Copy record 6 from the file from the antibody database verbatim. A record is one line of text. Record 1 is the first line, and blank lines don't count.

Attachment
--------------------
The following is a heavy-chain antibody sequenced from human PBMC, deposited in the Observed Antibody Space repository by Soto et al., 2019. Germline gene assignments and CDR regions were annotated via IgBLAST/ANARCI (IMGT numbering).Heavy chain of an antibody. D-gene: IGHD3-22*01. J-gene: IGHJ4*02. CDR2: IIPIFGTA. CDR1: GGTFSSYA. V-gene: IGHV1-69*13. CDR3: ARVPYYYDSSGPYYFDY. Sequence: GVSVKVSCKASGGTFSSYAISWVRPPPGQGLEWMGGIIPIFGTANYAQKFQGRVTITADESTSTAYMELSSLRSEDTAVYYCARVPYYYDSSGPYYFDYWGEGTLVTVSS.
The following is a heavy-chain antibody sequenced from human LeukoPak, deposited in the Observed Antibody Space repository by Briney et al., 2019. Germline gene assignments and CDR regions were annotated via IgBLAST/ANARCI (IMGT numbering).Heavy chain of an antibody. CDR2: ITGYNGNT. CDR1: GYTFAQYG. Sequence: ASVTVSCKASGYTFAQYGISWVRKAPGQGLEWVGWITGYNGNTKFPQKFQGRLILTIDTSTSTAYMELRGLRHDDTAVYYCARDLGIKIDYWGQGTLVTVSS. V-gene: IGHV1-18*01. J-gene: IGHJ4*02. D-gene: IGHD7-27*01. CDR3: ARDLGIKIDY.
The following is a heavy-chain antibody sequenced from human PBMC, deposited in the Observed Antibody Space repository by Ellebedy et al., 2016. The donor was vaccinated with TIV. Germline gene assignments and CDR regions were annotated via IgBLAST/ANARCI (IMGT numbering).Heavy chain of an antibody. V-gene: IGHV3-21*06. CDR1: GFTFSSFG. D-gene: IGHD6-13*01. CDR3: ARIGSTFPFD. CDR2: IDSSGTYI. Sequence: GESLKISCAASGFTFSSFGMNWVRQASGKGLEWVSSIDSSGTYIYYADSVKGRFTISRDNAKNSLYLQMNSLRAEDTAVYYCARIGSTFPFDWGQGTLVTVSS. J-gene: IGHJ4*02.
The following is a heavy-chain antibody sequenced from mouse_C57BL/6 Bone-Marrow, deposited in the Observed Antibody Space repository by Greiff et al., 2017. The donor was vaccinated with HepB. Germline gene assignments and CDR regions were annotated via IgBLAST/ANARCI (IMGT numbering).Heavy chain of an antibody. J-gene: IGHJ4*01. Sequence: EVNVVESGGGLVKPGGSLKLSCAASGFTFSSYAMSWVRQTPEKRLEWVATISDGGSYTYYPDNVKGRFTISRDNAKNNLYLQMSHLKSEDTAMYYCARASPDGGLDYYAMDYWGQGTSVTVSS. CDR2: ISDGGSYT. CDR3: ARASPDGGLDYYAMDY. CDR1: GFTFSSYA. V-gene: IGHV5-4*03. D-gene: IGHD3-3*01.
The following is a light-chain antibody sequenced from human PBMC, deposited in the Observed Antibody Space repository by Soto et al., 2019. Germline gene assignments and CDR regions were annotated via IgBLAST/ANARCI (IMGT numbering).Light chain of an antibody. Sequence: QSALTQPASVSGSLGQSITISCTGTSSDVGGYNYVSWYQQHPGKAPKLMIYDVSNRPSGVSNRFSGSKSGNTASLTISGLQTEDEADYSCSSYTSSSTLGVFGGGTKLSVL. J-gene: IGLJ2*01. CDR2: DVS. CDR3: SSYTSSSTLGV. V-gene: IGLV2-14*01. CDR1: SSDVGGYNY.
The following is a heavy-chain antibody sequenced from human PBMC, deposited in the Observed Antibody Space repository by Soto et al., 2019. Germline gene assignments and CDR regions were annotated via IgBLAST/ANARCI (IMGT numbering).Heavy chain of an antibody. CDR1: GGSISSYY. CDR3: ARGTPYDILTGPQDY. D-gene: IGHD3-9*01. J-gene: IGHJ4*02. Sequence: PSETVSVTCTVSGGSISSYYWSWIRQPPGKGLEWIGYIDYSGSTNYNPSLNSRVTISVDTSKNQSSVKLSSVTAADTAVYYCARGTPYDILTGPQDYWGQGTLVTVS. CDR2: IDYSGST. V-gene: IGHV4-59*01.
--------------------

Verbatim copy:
The following is a heavy-chain antibody sequenced from human PBMC, deposited in the Observed Antibody Space repository by Soto et al., 2019. Germline gene assignments and CDR regions were annotated via IgBLAST/ANARCI (IMGT numbering).Heavy chain of an antibody. CDR1: GGSISSYY. CDR3: ARGTPYDILTGPQDY. D-gene: IGHD3-9*01. J-gene: IGHJ4*02. Sequence: PSETVSVTCTVSGGSISSYYWSWIRQPPGKGLEWIGYIDYSGSTNYNPSLNSRVTISVDTSKNQSSVKLSSVTAADTAVYYCARGTPYDILTGPQDYWGQGTLVTVS. CDR2: IDYSGST. V-gene: IGHV4-59*01.